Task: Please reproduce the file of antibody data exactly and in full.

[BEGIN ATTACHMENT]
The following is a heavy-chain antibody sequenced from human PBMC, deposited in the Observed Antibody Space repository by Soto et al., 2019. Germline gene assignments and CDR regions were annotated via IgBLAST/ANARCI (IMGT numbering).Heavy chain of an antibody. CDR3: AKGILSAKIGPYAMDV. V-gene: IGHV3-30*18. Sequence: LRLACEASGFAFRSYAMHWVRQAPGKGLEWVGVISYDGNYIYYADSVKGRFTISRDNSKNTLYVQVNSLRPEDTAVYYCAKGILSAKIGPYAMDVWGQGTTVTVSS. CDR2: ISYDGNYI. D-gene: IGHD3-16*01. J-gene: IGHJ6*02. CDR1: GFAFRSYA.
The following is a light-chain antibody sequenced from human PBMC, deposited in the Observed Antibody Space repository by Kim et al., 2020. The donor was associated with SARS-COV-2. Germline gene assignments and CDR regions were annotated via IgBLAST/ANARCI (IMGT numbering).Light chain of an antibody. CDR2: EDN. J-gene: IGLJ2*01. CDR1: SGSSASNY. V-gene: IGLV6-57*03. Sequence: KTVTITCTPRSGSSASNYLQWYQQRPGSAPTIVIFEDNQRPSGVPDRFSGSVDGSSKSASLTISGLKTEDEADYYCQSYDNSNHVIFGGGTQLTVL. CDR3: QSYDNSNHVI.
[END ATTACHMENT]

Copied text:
The following is a heavy-chain antibody sequenced from human PBMC, deposited in the Observed Antibody Space repository by Soto et al., 2019. Germline gene assignments and CDR regions were annotated via IgBLAST/ANARCI (IMGT numbering).Heavy chain of an antibody. CDR3: AKGILSAKIGPYAMDV. V-gene: IGHV3-30*18. Sequence: LRLACEASGFAFRSYAMHWVRQAPGKGLEWVGVISYDGNYIYYADSVKGRFTISRDNSKNTLYVQVNSLRPEDTAVYYCAKGILSAKIGPYAMDVWGQGTTVTVSS. CDR2: ISYDGNYI. D-gene: IGHD3-16*01. J-gene: IGHJ6*02. CDR1: GFAFRSYA.
The following is a light-chain antibody sequenced from human PBMC, deposited in the Observed Antibody Space repository by Kim et al., 2020. The donor was associated with SARS-COV-2. Germline gene assignments and CDR regions were annotated via IgBLAST/ANARCI (IMGT numbering).Light chain of an antibody. CDR2: EDN. J-gene: IGLJ2*01. CDR1: SGSSASNY. V-gene: IGLV6-57*03. Sequence: KTVTITCTPRSGSSASNYLQWYQQRPGSAPTIVIFEDNQRPSGVPDRFSGSVDGSSKSASLTISGLKTEDEADYYCQSYDNSNHVIFGGGTQLTVL. CDR3: QSYDNSNHVI.